Oregon prisons push inmate-family visits to keep prisoners from coming back

November 2011 study by the Minnesota Department of Corrections concluded "visitation significantly decreased the risk of recidivism"

Bryan Denson
The Oregonian

PORTLAND, Ore. — Oregon prison officials have worked for two years to improve connections between inmates and their families, a response to studies that show prisoners who get visits are less likely to return to prison.

The key prompt for this work was a November 2011 study by the Minnesota Department of Corrections that concluded "visitation significantly decreased the risk of recidivism," and that "visits from siblings, in-laws, fathers and clergy were the most beneficial in reducing the risk of recidivism, whereas visits from ex-spouses significantly increased the risk."

"The findings," according to the study's authors, "suggest that revising prison visitation policies to make them more 'visitor friendly' could yield public safety benefits by helping offenders establish a continuum of social support from prison to the community."

Oregon Department of Corrections officials read the Minnesota study and were staggered when they crunched the numbers and found that 59 percent of the roughly 14,000 prisoners in their lockups got no visitation.

Officials looked at their own visitation policies, according to spokeswoman Betty Bernt, and asked themselves tough questions: How much of the poor visitation rate was their fault? What were their policies on keeping nuclear families together? What about their policy of not allowing people with criminal backgrounds to visit?

Corrections officials from across the state set up a working group to improve the dismal percentage of inmates connecting with their families.

They recently passed out a survey to a large segment of inmates to help guide ways they could improve visitation. The questionnaire asked them questions about what type of support might be helpful to their transition from prison to home. Responses are due by April 30.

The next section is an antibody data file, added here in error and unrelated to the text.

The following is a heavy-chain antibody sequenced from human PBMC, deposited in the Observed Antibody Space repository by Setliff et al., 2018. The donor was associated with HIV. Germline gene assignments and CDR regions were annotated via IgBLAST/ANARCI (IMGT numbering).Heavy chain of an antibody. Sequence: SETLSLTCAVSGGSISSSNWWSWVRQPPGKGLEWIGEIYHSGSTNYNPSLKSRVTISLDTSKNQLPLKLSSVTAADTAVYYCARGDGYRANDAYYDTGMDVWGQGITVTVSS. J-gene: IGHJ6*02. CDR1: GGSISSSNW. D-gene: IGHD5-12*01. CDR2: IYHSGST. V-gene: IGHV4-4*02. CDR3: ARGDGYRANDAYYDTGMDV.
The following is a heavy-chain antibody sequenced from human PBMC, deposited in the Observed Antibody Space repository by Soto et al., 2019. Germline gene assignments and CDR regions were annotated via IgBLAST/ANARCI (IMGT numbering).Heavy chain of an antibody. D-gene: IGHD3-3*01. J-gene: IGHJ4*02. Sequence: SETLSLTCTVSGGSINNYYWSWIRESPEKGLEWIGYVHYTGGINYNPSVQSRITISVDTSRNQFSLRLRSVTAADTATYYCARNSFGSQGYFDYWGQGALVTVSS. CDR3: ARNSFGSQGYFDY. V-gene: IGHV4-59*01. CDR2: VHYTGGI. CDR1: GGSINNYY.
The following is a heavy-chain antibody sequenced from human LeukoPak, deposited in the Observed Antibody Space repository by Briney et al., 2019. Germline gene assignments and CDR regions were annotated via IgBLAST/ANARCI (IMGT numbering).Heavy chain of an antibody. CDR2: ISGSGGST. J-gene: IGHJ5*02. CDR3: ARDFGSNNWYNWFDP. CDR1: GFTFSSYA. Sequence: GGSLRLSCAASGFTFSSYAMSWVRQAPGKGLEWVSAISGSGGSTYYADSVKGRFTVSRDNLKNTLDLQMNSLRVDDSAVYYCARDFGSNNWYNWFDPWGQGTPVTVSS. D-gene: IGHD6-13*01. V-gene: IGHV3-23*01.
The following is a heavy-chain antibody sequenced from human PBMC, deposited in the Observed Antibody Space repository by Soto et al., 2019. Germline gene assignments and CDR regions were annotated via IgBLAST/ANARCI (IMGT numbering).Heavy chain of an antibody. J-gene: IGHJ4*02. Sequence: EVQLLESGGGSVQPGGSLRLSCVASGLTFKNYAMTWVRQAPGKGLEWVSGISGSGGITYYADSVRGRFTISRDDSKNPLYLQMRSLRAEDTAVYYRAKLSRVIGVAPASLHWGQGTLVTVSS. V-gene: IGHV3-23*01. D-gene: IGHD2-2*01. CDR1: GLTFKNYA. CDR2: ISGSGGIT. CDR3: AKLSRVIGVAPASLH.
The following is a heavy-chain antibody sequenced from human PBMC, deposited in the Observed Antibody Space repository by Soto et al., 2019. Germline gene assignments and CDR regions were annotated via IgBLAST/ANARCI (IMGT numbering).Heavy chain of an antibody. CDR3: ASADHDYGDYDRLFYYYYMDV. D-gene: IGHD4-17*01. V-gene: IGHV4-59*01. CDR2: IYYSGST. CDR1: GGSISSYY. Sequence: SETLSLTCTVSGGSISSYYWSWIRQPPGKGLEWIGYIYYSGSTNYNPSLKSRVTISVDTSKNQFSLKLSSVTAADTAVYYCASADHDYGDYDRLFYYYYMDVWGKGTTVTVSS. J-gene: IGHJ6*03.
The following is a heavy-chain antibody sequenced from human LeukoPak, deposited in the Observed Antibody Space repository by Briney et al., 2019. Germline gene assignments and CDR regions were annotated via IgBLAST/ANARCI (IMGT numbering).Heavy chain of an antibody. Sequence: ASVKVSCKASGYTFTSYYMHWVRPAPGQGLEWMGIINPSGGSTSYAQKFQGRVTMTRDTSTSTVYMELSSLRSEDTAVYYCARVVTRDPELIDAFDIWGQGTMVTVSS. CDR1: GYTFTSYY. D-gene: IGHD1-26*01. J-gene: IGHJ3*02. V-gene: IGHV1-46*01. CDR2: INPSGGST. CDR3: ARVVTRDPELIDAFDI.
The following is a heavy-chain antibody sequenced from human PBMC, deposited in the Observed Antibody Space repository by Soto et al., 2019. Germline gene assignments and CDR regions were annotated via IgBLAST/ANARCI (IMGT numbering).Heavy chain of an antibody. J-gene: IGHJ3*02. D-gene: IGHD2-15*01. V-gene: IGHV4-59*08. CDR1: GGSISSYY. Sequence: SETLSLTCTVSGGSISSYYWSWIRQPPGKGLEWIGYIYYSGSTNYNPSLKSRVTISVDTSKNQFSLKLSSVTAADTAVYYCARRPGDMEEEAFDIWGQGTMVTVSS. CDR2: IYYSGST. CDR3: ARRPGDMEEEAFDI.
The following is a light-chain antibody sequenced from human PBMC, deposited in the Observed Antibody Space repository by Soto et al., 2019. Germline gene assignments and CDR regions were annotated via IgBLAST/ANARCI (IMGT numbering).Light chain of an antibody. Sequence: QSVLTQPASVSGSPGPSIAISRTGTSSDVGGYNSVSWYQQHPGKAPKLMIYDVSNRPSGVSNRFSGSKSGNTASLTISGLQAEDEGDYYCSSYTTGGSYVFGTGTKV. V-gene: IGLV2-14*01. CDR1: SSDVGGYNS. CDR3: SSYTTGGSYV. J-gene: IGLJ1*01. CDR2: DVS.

Corrections officials also considered setting up prisoners with trained volunteer mentors and relaxing visitation rules for inmates who are in disciplinary housing units.  

They also increased visiting hours and special events. Salem's Santiam Correctional Institution, for instance, began Thursday visiting hours earlier this year designed for inmates to spend time with their children.

"Other ideas for possible future events include a movie and popcorn night, ice cream social night, craft night and so on," the Department of Corrections Facebook page announced a few months ago.

In October 2012, corrections officials rolled out a video visiting system that put inmates face to face – even if electronically. They began at the prison system's biggest prison, Snake River Correctional Institution (capacity: 3,050 inmates), and the smaller Warner Creek Correctional Facility, both in far eastern Oregon.

Nearly all of the state's prisons now have video visitation areas.

"To date," the Department of Corrections reports, "there have been 29,000 completed video visits, the majority of which have taken place at Snake River Correctional Institution."

Corrections officials also rolled out an email system that allows inmates with MP3 players to send and receive email.

While it's not yet clear what the measures mean to the rate of prisoners who return to prison, one thing is certain. Prison officials report that 60 percent of adults in the custody of the Department of Corrections now get some form of visitation.

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